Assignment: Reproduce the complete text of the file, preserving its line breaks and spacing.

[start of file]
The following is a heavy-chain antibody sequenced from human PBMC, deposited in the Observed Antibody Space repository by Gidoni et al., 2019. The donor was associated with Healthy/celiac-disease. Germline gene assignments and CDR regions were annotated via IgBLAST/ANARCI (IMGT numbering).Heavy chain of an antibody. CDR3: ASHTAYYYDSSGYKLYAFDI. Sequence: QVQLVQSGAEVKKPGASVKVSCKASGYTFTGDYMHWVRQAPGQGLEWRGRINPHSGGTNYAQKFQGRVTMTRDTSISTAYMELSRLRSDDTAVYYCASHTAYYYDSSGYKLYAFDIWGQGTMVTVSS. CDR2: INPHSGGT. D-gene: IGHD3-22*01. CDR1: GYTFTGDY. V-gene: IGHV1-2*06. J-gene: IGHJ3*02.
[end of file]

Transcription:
The following is a heavy-chain antibody sequenced from human PBMC, deposited in the Observed Antibody Space repository by Gidoni et al., 2019. The donor was associated with Healthy/celiac-disease. Germline gene assignments and CDR regions were annotated via IgBLAST/ANARCI (IMGT numbering).Heavy chain of an antibody. CDR3: ASHTAYYYDSSGYKLYAFDI. Sequence: QVQLVQSGAEVKKPGASVKVSCKASGYTFTGDYMHWVRQAPGQGLEWRGRINPHSGGTNYAQKFQGRVTMTRDTSISTAYMELSRLRSDDTAVYYCASHTAYYYDSSGYKLYAFDIWGQGTMVTVSS. CDR2: INPHSGGT. D-gene: IGHD3-22*01. CDR1: GYTFTGDY. V-gene: IGHV1-2*06. J-gene: IGHJ3*02.